Lorenzo Jerome Gilyard, Jr. (born May 24, 1950) is an American serial killer. A former trash company supervisor, Gilyard is considered to have raped and murdered 13 women and girls from 1977 to 1993. He was convicted of six counts of murder on March 16, 2007. His father, Lorenzo Gilyard (February 24, 1927-October 24, 1999) was convicted of rape in 1970, his brother Darryl E. (also Daryle E.) (born February 12, 1953) was convicted of a drug-related murder in 1989 and sentenced to life without parole, and his sister, Patricia D. Dixon (born July 20, 1958), a prostitute, was convicted of the murder of a customer in 1983 and served a 10-year sentence. 
Most, if not all of Gilyard's victims were prostitutes. All were found shoeless and dumped in secluded spots around Kansas City, Missouri. Most had cloth or paper towels stuffed into their mouths and ligature marks around their necks.
Gilyard was a convicted child molester, having raped the 13-year-old daughter of a friend. Probation records show that from 1969 to 1974 he was suspected of five rapes, but was never convicted. Gilyard became a suspect in 1987 in the murder of Sheila Ingold. A crime lab later linked all 13 victims to one killer using DNA testing. A blood sample Gilyard provided in the 1987 investigation led to the murder charges.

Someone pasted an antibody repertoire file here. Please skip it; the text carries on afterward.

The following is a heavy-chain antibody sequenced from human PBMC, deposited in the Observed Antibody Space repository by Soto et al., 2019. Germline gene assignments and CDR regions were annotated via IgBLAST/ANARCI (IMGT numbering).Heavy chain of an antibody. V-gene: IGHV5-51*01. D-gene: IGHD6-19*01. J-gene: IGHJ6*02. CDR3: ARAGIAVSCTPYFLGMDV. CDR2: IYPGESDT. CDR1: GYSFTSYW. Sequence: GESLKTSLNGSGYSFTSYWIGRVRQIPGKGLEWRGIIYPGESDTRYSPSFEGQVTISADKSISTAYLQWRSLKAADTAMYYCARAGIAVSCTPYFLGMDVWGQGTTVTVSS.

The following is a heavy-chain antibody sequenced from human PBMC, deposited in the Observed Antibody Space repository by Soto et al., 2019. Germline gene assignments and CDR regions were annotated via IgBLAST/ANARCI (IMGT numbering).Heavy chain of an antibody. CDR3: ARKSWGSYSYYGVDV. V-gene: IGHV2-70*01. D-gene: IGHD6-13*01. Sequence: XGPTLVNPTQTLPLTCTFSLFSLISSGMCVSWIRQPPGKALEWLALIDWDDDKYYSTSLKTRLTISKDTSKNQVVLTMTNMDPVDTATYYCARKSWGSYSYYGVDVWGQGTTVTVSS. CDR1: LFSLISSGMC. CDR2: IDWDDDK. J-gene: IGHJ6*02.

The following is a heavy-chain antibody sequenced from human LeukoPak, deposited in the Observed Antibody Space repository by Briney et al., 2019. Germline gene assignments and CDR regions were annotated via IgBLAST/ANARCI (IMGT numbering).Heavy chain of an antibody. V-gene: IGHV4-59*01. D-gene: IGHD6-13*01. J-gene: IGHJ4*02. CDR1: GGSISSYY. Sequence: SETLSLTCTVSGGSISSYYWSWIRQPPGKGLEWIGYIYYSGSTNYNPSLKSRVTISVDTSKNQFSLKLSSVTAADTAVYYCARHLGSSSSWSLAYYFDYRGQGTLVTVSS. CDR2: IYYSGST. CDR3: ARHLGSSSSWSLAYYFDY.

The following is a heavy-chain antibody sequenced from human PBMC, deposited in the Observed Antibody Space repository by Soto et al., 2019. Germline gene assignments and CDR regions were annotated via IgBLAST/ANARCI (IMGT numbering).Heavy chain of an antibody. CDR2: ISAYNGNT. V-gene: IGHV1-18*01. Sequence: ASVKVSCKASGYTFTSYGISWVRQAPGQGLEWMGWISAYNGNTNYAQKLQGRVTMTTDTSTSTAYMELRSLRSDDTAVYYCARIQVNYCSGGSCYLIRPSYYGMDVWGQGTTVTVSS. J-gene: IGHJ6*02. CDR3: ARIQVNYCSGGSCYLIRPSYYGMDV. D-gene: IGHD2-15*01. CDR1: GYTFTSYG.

Of his known victims, 12 were murdered between 1977 and 1989. After living with Jackie Harris for a short time in Missouri, they were married in Las Vegas, Nevada, on May 29, 1991, after which he and his wife moved to Los Angeles, California for over a year. Shortly after his return to Missouri, he murdered his 13th known victim. As of yet, there have been no attempts to tie him to any killings in the Los Angeles area during that time or any earlier or later time, and it is assumed that he stopped killing in 1993.
Gilyard was tried on seven first-degree murder charges. The prosecution focused mainly on DNA evidence that criminal forensics experts shows he had sex with the victims around the time they were killed. "All the victims have several things in common: All were found dead during the same one and a half year period, all were left in secluded or obstructed locations, all were strangled, all showed signs that they were involved in a struggle, all were missing their shoes and all but one showed distinct signs of sexual intercourse," Prosecution Attorney Jim Kanatzar said in opening statements to the court.
Gilyard was convicted in the murders of:
He was acquitted of the murder of Angela Mayhew, 19, due to insufficient evidence.
Other victims not brought to trial were identified as: